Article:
Simple guide to getting a California Contractor License
If someone is interested in getting licensed as a contractor in the US, there’s a good chance they’ll always have work if they do it in California. 1 in 8 Americans lives in the Golden State, and the state’s entertainment industry alone provides a near-inelastic job market for builders, engineers, and technicians. That’s to say nothing, of course, about the tens of millions of private residences, countless parks, and millions of miles of roads.
California is a private contractor’s dream come true, but there are quite a few steps to complete first. We’ve prepared a detailed guide to getting your California contractor license.
Who Needs a License?
The licensing process in California is run by the Contractors State Licensing Board (CSLB), a division of the Department of Consumer Affairs. According to the CSLB, they license 290,000 private contractors in 43 unique licensing categories. Since the Board is in charge of running the licensing program, they’re the group that can revoke licenses in the case of malfeasance or breach of contract.
California state law requires a contractor license for anyone doing jobs with labor and materials valued at more than $500. The state highly encourages people hiring contractors to perform due diligence as consumers by doing contractor license checks, which are easy to do through the CSLB’s website, or by calling their automated service at (800) 321-2752. In order to apply for a license, you’ll first need a U.S.A. social security number.
How does a contractor get licensed?
In California, applicants must apply to take a state-administered exam in order to demonstrate their knowledge of the field for which they’re applying. However, California has several ways of demonstrating existing knowledge outside of the exam, set down in state law section 7065. If you meet certain requirements, you can be one of the applicants exempted from testing. These include:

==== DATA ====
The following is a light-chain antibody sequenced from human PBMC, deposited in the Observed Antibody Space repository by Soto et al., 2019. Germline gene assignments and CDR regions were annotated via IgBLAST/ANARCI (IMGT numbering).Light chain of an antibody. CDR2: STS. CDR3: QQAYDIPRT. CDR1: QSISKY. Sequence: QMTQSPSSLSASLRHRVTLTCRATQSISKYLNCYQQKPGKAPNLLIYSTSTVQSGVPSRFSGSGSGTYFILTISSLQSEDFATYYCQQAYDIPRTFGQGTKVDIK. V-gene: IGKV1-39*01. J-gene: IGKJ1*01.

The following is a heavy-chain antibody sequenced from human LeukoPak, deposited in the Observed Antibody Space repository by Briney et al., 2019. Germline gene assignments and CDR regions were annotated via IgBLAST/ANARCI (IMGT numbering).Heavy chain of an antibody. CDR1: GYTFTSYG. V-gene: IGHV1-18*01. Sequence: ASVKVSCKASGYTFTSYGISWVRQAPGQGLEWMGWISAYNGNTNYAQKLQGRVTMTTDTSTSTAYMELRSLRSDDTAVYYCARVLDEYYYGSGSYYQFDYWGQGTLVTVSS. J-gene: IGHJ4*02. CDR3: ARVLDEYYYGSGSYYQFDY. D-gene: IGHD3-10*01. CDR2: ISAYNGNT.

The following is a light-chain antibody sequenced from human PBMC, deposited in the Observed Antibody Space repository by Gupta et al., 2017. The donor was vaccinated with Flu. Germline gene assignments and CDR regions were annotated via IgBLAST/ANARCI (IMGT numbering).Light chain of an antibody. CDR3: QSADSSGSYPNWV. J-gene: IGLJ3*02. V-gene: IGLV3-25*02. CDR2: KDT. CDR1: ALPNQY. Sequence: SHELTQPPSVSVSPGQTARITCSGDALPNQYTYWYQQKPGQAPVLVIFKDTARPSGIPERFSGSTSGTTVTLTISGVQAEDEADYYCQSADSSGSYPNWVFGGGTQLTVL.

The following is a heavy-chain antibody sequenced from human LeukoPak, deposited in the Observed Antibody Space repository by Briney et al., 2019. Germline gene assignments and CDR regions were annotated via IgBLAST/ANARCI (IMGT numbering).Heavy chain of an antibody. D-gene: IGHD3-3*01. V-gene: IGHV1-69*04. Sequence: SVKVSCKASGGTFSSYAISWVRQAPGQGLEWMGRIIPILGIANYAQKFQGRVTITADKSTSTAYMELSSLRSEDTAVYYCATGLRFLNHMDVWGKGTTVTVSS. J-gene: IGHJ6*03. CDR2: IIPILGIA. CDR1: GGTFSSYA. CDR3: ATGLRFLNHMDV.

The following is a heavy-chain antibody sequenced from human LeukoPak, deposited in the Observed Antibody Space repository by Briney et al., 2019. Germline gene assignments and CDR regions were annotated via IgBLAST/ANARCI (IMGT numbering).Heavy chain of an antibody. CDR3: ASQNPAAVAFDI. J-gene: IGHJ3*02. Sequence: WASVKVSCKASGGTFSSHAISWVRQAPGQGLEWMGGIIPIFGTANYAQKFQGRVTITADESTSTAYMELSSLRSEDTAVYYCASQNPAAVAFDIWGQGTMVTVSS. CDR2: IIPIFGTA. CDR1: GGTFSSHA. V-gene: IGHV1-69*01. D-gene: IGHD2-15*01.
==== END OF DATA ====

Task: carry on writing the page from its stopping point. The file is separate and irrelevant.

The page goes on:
- You can be exempted from testing if you have at least 4 years journeyman-level experience in the field in which you’re looking to get licensed. Journeyman-level means that you are qualified to work unsupervised, rather than at the apprentice level.
- For 5 of the past 7 years preceding the application, you have been listed on another active license in good standing. This is to encourage the presence of experienced individuals in California’s contractor pool.
- You may be exempt if state registrar determines the license being requested is closely related enough to an existing license that you already possess.
Applying for your license
When filling out the 5-page application, the CSLB stresses that applicants carefully complete out each and every section. This is a must. Of the thousands of applications they receive each year, 45% are rejected due to incomplete information. The surest way to avoid a quick rejection is to fill out everything. There is a $300, non-refundable fee for the application, and another $180 fee if it is accepted.
Your Contractor License Bond
If your application is accepted, that’s great news. This means you’re well on your way to becoming a working contractor, after you obtain a contractor license bond. This is a type of surety bond that all 50 states require before contractors can go into business. What is a surety bond? It’s a type of credit extended to businesses in order to protect the public from breaches of contract.
If you’re interested in getting a contractor license in California, and would like a free quote for the required surety bond, contact Lance Surety Bonds. Lance Surety Bonds works with a long list of professional and licensed bond companies and we can offer you the lowest rates. Just give us a call at (877) 514-5146 today, or apply online for a free quote!
Latest posts by Victor J. Lance, President/Owner (see all)
- Your Arizona Contractor License Guide - July 6, 2020
- Your Quick Guide to Becoming a Licensed Contractor in New Jersey - July 5, 2020
- How To Become a Contractor: 2020 Survival Guide - June 17, 2020